Judiciary

Georgian government nominates controversial candidate for the ECHR

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ევა გოცირიძე Photo: რუსთავი 2

The Georgian government proposed judge Eva Gotsiridze as a new candidate for Georgia’s seat on the European Court of Human Rights (ECHR). Her candidacy was highly criticized by major NGOs in the country and from opposition parties because of her support for the attempted government take-over of broadcaster Rustavi 2 in 2015. Gotsiridze had previously worked in the judicial system under the Shevardnadze government.

Eva Gotsiridze actively supported the judge who presided over the Rustavi 2 court case, Tamaz Urtmelidze. Judge Urtmelidze’s November 2015 ruling appointed an interim management for Rustavi 2 TV -- a major broadcaster in Georgia which is highly critical of the Georgian Dream government. Judge Urtmelidze justified his ruling by claiming that the TV station provided biased coverage of the court proceedings and engaged in criticism of his authority. Urtmelidze’s ruling was widely seen as a political move; it was was criticized by civil society groups as an attempt to interfere in the TV channel’s editorial policy and to justify the quick take-over of the broadcaster.

Gotsiridze argued that the ruling did not violate freedom of expression, and miscited a case from the ECHR to support the ruling. On live television, she falsely represented the Hrico vs. Slovakia case which was fought in the ECHR in 2004 -- and demonstrated her lack of knowledge of ECHR practices. The Hrico vs. Slovakia case proved the opposite of her argument: The ECHR ruled in favour of freedom of expression of the media, and against the Slovakian court for breaching the freedom of expression of a journalist. Discussing the Rustavi 2 court verdict, Eva Gotsiridze maintained that freedom of expression can be subject to restrictions and that Urtmelidze’s decision could have been justified on those grounds.  

In October 2015, Gotsiridze’s husband, Mindia Ugrekelidze, was nominated by the government as a candidate for the Venice Commission. Mindia Ugrekhelidze previously served under the Shevardnadze government and in the communist regime in high-level positions. Judge Ugrekhelidze's son, Papuna Ugrekhelidze, who is Eva Gotsiridze’s stepson, is the head of the National Agency of Public Registry. In connection with the Rustavi 2 ownership dispute, on September 29, 2015, the Public Registry dubiously refused to register a decision by the Rustavi 2 owners to sell 51% of their shares in the company Ltd TV Georgia, claiming the contract contain legal flaws. Days later, on October 1, 2015, TV Georgia’s assets were frozen by a decision of the Tbilisi Civil Court.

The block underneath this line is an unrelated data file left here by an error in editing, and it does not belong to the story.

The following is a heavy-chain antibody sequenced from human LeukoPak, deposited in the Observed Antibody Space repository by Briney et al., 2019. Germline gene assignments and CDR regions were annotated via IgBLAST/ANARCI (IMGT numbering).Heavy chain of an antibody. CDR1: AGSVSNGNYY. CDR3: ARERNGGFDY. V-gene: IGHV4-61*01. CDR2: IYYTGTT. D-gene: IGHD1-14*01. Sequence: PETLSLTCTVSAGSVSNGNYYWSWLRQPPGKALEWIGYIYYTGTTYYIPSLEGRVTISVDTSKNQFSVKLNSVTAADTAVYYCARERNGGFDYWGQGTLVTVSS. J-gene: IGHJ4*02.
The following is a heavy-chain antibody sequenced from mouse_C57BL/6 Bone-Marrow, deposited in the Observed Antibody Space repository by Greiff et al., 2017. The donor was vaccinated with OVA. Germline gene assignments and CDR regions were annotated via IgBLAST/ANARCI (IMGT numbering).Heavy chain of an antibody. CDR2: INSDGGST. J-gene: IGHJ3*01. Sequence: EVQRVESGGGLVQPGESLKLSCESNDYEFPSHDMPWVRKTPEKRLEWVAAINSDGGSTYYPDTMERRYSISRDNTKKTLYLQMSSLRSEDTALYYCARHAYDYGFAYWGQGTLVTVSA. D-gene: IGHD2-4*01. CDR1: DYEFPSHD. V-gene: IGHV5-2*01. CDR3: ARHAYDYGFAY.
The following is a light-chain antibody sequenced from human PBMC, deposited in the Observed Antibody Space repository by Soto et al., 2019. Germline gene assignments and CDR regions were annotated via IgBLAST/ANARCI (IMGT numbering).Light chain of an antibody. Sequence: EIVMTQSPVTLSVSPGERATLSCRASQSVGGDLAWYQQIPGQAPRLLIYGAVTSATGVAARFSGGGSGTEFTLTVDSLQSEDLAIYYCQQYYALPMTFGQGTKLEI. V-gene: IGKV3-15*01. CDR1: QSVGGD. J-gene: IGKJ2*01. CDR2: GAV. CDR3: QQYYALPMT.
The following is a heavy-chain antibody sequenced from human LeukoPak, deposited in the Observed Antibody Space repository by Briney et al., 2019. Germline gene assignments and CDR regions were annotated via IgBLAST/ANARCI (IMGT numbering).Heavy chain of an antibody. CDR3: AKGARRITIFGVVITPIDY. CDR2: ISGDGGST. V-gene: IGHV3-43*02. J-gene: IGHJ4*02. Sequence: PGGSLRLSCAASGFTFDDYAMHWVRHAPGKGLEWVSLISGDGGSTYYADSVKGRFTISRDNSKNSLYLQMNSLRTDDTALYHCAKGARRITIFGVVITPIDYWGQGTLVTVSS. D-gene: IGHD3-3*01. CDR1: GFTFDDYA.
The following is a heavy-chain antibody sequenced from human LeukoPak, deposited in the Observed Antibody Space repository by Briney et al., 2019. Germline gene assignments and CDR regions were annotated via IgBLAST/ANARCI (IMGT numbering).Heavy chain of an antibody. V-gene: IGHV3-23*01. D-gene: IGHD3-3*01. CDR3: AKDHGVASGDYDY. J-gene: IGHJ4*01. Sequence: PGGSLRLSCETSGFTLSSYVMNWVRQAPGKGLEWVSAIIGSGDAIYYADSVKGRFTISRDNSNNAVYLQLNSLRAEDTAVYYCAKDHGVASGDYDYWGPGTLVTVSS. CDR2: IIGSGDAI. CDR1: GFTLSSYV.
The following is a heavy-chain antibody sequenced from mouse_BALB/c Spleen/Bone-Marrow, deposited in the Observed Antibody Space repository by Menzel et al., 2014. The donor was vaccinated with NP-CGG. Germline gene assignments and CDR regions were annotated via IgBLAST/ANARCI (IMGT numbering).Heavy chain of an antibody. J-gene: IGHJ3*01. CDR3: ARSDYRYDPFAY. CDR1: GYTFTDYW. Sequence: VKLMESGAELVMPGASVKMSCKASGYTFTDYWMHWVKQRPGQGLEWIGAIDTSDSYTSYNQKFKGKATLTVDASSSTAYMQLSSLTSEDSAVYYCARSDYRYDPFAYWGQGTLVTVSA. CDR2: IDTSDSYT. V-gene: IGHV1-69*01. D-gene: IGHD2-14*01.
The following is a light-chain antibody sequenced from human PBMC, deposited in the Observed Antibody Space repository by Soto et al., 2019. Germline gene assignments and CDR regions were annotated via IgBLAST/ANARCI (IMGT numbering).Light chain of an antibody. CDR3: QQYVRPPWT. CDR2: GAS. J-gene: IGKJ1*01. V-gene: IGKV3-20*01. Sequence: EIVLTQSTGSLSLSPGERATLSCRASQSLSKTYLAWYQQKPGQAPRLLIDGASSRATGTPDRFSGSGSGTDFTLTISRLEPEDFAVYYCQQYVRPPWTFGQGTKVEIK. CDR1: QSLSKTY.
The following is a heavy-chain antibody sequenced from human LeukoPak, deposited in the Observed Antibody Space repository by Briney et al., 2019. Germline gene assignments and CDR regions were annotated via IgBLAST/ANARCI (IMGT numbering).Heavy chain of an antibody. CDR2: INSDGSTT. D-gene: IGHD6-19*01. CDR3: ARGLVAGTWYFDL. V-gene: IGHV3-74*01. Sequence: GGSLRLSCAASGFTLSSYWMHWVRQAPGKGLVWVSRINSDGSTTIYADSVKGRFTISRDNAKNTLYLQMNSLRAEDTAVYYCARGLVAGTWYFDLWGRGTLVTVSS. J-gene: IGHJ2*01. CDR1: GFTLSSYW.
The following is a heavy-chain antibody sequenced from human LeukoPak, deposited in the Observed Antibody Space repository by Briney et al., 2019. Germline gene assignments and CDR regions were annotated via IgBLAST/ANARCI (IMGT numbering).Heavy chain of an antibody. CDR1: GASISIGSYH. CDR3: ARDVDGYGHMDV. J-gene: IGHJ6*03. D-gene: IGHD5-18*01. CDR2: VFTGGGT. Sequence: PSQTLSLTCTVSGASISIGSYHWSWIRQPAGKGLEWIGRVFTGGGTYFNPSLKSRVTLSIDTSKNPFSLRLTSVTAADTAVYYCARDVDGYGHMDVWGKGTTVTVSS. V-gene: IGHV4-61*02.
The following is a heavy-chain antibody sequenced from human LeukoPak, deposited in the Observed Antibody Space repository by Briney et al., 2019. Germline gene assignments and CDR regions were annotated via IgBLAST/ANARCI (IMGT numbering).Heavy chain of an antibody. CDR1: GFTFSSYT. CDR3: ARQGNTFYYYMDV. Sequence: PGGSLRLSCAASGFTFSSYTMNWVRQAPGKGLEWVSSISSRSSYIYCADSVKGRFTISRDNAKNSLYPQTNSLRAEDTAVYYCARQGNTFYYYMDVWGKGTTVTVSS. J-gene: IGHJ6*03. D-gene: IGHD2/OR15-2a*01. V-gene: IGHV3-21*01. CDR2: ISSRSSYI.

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Gotsiridze’s nomination for the European Court of Human Rights was criticized by the Coalition for independent and Transparent Judiciary, the Georgian Bar Association, the International Society for Fair Elections and Democracy (ISFED), as well opposition parties, namely  Free Democrats and United National Movement (UNM). The opposition claims that the government is now rewarding Gotsiridze for her earlier support for them.

The Coalition for Independent and Transparent Judiciary issued a statement saying that the government violated procedures and the process clearly was a formality. The Coalition refers to Gotsiridze’s support for the appointment of Levan Murusidze to the appellate court in December 2015; as a judge Murusidze presided over a number controversial cases, among them the Girgvliani murder case. The coalition in the statement says her support creates doubts that Gotsiridze was guided by political motives rather than law. Following Gotsiridze’s proposed candidacy, Zaza Khatiashvili, the Chairman of the Georgian Bar Association, commented that Gotsiridze lacks qualification and her controversial judicial record makes her unsuitable for the position.

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In February 2016, a governmental commision selected five candidates to be nominated for the position at the European Court of Human Rights. Out of the five candidates, three are nominated before the Parliamentary Assembly of the Council of Europe (PACE); PACE then elects a person to represent Georgia at the European Court of Human Rights.

In May 2016, the Ministry of Justice conducted the selection process and has now decided that only two of the candidates passed the ECHR vetting process. According to the Ministry, Giorgi Badashvili and Aleksandre Baramidze passed the the requirements set by the European convention; however they found that the third nominee, Nana Mchedlidze, lacked work experience in the judiciary system and decided to replace her with Gotsiridze.

Gotsiridze has served as a member of the High Council of Justice of Georgia since 2013, representing the Georgian Dream.  

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